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  1. In addition to his other acting, Brian Dennehy also falsely portrayed himself as a Viet Nam veteran for years before his lies caught up to him.


    He claimed to have been wounded in action during the five years he didn’t spend in Viet Nam, so perhaps he’s not what most of us would call a good example. I’d call him despicable, but maybe that’s just me……..

  2. I don’t watch any of Hollywood’s junk. Movies that try to play down America’s greatness. Moreover, Saving Private Ryan, Monuments Men and Flag of our fathers.

    I find it hard to believe we fought a world war to find a Private, to save Painitngs in museums, and to question our flag and national pride in Iwo Jima. The theee movies above played by liberal haters of our country.

    God bless

    1. Looked in an history book ?

      The Monuments, Fine Arts, and Archives Section existed from 1943 – 1946 as a branch of the Civil Affairs and Military Government Sections of the Allied armies

    2. I don’t know what movie you saw but Saving Private Ryan was and is one of the best movies I have ever seen. I didn’t see anything Anti American in it, just the realities of war. The man in character, played by Tom Hanks simply wanted to go back home to his wife, teach English, and live the simple life only to sacrifice himself for the good of others. I saw that movie when I was young and I have never, never again thought of war being something that is far away. It opened my eyes in a way that nothing else did and I am forever grateful.

    3. I read an interesting piece by Michael Medved (a conservative pundit that has longstanding ties to Hollywood) a few years ago.

      He discussed the transition of war movies produced by Hollywood over time. Although not the only subject he covered, he highlighted the incorrect portrayal of the Viet Nam veteran as an unbalanced, victim character with mental issues. This goes against the research data which says the average Viet Nam veteran has equal or better mental health than his/her age group. This is likely due to the fact that people with mental health issues were largely screened out of the military, even in the days of the draft.

      Mr. Medved pointed out that the shift in Hollywood war movies transitioning from American Heroes to American Psychos correlated to Hollywood revenue. Many decades ago Hollywood received most of their revenue from US consumers. As time went on, Hollywood received increasing revenue from Overseas consumers. When it was US consumers you portrayed US military as heroes. When it was foreigners you portrayed them as something else.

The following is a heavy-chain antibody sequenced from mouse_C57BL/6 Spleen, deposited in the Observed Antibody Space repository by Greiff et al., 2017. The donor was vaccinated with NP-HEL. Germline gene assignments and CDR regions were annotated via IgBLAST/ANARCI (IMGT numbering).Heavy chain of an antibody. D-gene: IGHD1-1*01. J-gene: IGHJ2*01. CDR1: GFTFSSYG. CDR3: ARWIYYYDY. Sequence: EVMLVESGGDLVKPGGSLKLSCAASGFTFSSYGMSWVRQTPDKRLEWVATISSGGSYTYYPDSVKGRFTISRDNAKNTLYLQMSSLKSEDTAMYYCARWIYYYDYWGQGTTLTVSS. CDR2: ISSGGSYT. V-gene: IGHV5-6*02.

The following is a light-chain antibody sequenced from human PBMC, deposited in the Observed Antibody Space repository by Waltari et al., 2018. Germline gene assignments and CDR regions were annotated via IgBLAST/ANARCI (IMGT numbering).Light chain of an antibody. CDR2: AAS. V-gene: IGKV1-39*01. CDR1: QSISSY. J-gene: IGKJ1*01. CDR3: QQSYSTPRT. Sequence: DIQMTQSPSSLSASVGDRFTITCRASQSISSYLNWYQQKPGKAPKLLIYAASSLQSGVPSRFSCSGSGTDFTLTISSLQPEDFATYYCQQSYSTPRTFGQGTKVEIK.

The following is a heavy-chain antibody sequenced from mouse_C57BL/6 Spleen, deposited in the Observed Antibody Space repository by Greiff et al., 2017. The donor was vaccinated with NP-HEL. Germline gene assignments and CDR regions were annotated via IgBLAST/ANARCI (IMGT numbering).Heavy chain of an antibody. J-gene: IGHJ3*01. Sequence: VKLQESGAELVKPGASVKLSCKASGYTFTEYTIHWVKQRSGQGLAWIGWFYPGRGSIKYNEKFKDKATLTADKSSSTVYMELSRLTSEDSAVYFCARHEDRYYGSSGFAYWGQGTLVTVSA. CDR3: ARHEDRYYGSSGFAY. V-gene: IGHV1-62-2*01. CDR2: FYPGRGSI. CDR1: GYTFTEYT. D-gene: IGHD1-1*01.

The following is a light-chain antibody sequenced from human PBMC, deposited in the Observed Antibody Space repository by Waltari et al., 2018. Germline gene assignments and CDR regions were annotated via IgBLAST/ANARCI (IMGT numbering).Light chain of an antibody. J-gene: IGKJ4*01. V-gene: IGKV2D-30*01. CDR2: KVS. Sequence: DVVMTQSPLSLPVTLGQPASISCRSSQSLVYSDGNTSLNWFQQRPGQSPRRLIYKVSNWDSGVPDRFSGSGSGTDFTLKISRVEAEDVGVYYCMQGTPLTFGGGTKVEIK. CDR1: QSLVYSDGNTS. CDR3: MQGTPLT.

Here are Mr. Medved’s comments which are much better than mine.


      1. A few months ago i saw an report that McNamara drafted People with mental issues, it didn´d end well, These men and their comrades Paid a high Price.

        How do you think People whose ancestors´ve been massacredan armed force or betrayed by their goverment will react to presenting them as heroes in movies or in which Valor is being stolen from them and pinned on american´s?

        Rebels who allied themselves with the coalition in the second gulf war, felt betrayed after they were discarded when Kuwait was retaken.

        The movie U-571 showed an american submarine Crew capturing an german Sub, the movie was inspired by the capture of U 110 by the Royal Navy.
        How would you expect somebody to react, whose grandfather was part of Operation Primrose?

  3. I’m not sure who I am agreeing with here.

    I have been wondering about my contemporaries, called “bush vets”. This thread gave me the push to look into it.

    Here is an excerpt from the article I will give you a link to:

    Its depiction of bush vets isn’t the only way that “Distant Thunder” starkly mirrors reality for many of these men. A couple of vets under Webster’s care have been separated from their children for the better part of a decade. Others had combat experiences in Vietnam similar to a traumatic event portrayed in the film.

    “God, this is close,” veteran George Groul wrote in a letter to the makers of “Distant Thunder.” “I could put names on the characters of real people, what really happened, and how and why today.”

    “I was sort of stunned at first,” veterans counselor Webster said of his experience seeing the film last summer. “It was almost too real for me.” Webster’s voice began to crack when he was pressed to compare the fiction of the film to the reality faced by the men he counsels.

    And the link: https://www.latimes.com/archives/la-xpm-1988-11-11-ca-882-story.html

    Granted, the article is thirty years old. And one fella saying he flew choppers for eight years in Vietnam does not ring true.

    The rest seems close to reality.

    Carry on

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